They therefore evolved the model by proposing that, when developing a BSC, the starting point should not be either the targeting or the selection of new metrics and certainly not the mere classification of an existing metric from a number of different perspectives. On the contrary, they suggested that for the second generation of BSC the starting point should include a narrative description of strategy, expressed in highly concrete terms. They therefore suggested that classification of the strategic objectives in the form of perspectives eg, financial, client, process, learning should help to identify causal relationships between objectives and, ultimately, allow effective graphical representation of the strategy.

Consequently, strategy maps became a basic component of the second generation of BSCs Figure 2. A strategy map is a graphic, highly visual representation of an organization's strategy; it is set out in a logical fashion, which helps to illustrate how the strategy will be implemented through a series of cause-effect relationships between objectives.

It also relates, for example, the development of resources people, technologies, information systems, etc. Strategy maps are therefore the foundation for the second generation of BSC although the specification of indicators often leads to a further review of the strategic map.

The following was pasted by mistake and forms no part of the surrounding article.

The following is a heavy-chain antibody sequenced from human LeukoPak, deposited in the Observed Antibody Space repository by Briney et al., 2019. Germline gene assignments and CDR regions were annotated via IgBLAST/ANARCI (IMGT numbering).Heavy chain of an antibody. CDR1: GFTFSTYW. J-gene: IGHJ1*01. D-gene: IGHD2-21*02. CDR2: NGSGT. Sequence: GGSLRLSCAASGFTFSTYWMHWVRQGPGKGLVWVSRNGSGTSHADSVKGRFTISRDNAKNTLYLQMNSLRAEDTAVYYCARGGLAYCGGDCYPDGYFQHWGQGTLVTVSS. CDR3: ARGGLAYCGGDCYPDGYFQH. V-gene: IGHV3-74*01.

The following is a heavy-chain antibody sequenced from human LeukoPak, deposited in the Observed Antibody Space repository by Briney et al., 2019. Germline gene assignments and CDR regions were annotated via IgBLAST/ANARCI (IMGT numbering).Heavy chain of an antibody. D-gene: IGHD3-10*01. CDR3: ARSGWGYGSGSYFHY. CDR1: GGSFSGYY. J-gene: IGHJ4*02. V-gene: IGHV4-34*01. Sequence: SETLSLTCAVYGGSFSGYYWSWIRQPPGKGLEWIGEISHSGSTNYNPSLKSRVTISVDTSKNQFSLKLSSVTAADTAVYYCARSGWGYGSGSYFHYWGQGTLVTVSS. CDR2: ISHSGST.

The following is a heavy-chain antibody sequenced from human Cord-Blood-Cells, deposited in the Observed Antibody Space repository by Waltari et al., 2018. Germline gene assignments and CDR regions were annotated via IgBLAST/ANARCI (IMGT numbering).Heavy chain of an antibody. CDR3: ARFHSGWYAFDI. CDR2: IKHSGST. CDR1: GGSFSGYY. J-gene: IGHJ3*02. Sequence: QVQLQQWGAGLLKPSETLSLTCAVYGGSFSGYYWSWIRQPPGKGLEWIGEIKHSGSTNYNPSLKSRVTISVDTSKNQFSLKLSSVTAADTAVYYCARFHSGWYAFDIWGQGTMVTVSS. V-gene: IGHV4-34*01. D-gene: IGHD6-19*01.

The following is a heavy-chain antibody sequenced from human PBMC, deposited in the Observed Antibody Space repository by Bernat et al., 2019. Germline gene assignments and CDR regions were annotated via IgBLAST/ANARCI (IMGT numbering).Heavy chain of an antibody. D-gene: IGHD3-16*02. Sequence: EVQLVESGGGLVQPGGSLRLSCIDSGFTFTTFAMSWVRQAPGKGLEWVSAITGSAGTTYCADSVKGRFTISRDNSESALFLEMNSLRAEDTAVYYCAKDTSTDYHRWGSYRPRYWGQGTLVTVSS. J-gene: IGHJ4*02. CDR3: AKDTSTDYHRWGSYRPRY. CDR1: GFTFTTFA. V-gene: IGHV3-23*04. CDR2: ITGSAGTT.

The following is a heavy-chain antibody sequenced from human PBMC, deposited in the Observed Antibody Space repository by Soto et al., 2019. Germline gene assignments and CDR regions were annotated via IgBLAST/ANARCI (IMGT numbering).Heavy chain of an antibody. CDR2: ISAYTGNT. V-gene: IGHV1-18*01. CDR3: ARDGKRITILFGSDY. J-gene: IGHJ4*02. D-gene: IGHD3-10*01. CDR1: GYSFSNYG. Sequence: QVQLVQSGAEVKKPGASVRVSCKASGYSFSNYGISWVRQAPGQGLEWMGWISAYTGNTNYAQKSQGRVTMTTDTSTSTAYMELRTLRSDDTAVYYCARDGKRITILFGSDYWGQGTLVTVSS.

In other words, the mission of the second generation of BSC is to provide relevant indicators to measure the objectives outlined in the strategy map. The indicators are chosen only after strategic objectives are defined in the strategy map. In short, while early versions of the BSC prioritized the idea of multidimensional measurement of business performance, the second generation of BSC, with the introduction of strategic maps, evolved towards the description or narration of the strategy.

The BSC has become more widely used in health care organizations over the last decade. The first article by Kaplan and Norton on the BSC was published in , 15 and the first article specifically about the use of the BSC in the health sector appeared in The first articles on its use in the health care sector in Spain appeared in The authors found that younger executives and those with less time in their posts were more likely to use the BSC, and that they thought it made a positive contribution in terms of implementing strategies to control health care costs and provide greater managerial flexibility.

While use of the BSC has gradually increased in the health care sector in recent years, it has also become clear that, as a generic tool, it needs to be adapted to the realities of the sector and the realities of each organization. Fortunately, the BSC is sufficiently flexible to allow for variations to fit each strategic situation.

Nevertheless, several challenges or dilemmas arise when considering implementation of the BSC in a health care organization, above and beyond those issues that inevitably arise when starting any specific project with a BSC. We will consider those sector-specific issues here, and will distinguish between aspects related to the design of the BSC and those related to its application.

In that way, 2 sub-areas can be included ie, economic performance and improvements in population health. In the case of publically funded hospitals the client perspective has sometimes been extended to include other stakeholders Figure 3. Figure 3. Example of a strategic map with the financial perspective modified by results and the client perspective, by stakeholders. HR, human resources. In other adaptations, new perspectives were included.